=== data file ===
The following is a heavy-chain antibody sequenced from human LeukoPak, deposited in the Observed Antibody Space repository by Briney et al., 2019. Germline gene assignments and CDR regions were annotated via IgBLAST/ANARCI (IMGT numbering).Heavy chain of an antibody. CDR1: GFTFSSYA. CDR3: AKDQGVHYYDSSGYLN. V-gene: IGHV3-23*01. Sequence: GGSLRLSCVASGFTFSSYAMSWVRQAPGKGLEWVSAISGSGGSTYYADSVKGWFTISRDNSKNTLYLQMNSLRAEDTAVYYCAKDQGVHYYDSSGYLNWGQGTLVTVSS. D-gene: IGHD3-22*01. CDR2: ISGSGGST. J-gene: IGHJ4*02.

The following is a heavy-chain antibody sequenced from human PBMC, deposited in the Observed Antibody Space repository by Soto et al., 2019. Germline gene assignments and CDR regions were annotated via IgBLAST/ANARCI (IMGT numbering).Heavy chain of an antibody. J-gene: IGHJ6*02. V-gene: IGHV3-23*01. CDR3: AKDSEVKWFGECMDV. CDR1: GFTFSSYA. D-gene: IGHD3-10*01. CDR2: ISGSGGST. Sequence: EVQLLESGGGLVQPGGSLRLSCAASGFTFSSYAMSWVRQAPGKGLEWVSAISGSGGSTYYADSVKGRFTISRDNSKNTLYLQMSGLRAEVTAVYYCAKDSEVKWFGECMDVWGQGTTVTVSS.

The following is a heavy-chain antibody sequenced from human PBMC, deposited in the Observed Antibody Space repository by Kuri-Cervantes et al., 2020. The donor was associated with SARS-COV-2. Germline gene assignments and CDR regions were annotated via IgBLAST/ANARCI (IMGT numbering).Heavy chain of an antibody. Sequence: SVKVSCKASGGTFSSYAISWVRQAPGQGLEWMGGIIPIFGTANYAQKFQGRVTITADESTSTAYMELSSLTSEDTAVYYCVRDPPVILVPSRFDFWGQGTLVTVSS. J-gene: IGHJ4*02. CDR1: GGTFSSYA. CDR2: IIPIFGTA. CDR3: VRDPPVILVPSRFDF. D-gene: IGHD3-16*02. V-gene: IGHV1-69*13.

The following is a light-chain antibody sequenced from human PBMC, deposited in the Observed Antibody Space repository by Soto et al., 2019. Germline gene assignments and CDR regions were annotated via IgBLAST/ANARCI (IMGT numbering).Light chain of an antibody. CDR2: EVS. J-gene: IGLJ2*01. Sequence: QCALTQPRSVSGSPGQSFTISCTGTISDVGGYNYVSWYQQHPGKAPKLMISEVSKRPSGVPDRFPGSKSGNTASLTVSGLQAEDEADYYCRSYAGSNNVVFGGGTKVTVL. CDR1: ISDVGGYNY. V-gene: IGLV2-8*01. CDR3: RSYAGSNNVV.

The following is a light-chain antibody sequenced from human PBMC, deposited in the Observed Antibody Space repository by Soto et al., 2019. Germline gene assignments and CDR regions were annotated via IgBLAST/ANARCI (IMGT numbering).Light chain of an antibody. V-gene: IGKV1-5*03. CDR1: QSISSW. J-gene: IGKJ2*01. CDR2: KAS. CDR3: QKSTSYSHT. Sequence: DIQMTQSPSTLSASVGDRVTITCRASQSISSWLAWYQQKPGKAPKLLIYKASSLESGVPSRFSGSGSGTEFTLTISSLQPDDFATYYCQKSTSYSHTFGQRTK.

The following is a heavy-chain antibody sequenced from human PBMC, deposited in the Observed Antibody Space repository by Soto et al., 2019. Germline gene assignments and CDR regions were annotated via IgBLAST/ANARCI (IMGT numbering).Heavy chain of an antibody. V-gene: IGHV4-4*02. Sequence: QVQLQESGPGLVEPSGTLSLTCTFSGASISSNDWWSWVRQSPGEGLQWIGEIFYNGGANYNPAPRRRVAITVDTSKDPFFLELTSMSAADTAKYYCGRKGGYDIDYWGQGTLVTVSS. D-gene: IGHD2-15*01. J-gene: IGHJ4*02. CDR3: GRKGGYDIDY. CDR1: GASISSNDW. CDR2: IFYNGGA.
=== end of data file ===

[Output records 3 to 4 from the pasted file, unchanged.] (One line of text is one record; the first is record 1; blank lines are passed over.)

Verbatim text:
The following is a heavy-chain antibody sequenced from human PBMC, deposited in the Observed Antibody Space repository by Kuri-Cervantes et al., 2020. The donor was associated with SARS-COV-2. Germline gene assignments and CDR regions were annotated via IgBLAST/ANARCI (IMGT numbering).Heavy chain of an antibody. Sequence: SVKVSCKASGGTFSSYAISWVRQAPGQGLEWMGGIIPIFGTANYAQKFQGRVTITADESTSTAYMELSSLTSEDTAVYYCVRDPPVILVPSRFDFWGQGTLVTVSS. J-gene: IGHJ4*02. CDR1: GGTFSSYA. CDR2: IIPIFGTA. CDR3: VRDPPVILVPSRFDF. D-gene: IGHD3-16*02. V-gene: IGHV1-69*13.

The following is a light-chain antibody sequenced from human PBMC, deposited in the Observed Antibody Space repository by Soto et al., 2019. Germline gene assignments and CDR regions were annotated via IgBLAST/ANARCI (IMGT numbering).Light chain of an antibody. CDR2: EVS. J-gene: IGLJ2*01. Sequence: QCALTQPRSVSGSPGQSFTISCTGTISDVGGYNYVSWYQQHPGKAPKLMISEVSKRPSGVPDRFPGSKSGNTASLTVSGLQAEDEADYYCRSYAGSNNVVFGGGTKVTVL. CDR1: ISDVGGYNY. V-gene: IGLV2-8*01. CDR3: RSYAGSNNVV.